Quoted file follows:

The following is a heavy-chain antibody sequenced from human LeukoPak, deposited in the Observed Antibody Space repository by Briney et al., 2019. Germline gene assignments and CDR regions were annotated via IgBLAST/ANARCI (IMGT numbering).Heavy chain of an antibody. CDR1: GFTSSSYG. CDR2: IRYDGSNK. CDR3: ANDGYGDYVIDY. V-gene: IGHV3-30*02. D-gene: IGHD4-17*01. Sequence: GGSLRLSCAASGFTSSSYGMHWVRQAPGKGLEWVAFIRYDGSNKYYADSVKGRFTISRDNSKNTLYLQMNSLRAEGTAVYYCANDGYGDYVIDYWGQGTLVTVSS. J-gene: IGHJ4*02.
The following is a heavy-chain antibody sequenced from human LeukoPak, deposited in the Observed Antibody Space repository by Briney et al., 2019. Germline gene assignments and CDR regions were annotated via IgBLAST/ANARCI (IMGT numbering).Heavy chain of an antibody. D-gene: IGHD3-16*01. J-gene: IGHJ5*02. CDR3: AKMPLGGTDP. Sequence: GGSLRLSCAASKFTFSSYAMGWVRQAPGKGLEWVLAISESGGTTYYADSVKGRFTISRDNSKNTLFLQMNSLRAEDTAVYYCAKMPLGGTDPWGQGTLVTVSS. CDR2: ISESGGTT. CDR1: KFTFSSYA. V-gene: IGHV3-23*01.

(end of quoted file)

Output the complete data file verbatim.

The following is a heavy-chain antibody sequenced from human LeukoPak, deposited in the Observed Antibody Space repository by Briney et al., 2019. Germline gene assignments and CDR regions were annotated via IgBLAST/ANARCI (IMGT numbering).Heavy chain of an antibody. CDR1: GFTSSSYG. CDR2: IRYDGSNK. CDR3: ANDGYGDYVIDY. V-gene: IGHV3-30*02. D-gene: IGHD4-17*01. Sequence: GGSLRLSCAASGFTSSSYGMHWVRQAPGKGLEWVAFIRYDGSNKYYADSVKGRFTISRDNSKNTLYLQMNSLRAEGTAVYYCANDGYGDYVIDYWGQGTLVTVSS. J-gene: IGHJ4*02.
The following is a heavy-chain antibody sequenced from human LeukoPak, deposited in the Observed Antibody Space repository by Briney et al., 2019. Germline gene assignments and CDR regions were annotated via IgBLAST/ANARCI (IMGT numbering).Heavy chain of an antibody. D-gene: IGHD3-16*01. J-gene: IGHJ5*02. CDR3: AKMPLGGTDP. Sequence: GGSLRLSCAASKFTFSSYAMGWVRQAPGKGLEWVLAISESGGTTYYADSVKGRFTISRDNSKNTLFLQMNSLRAEDTAVYYCAKMPLGGTDPWGQGTLVTVSS. CDR2: ISESGGTT. CDR1: KFTFSSYA. V-gene: IGHV3-23*01.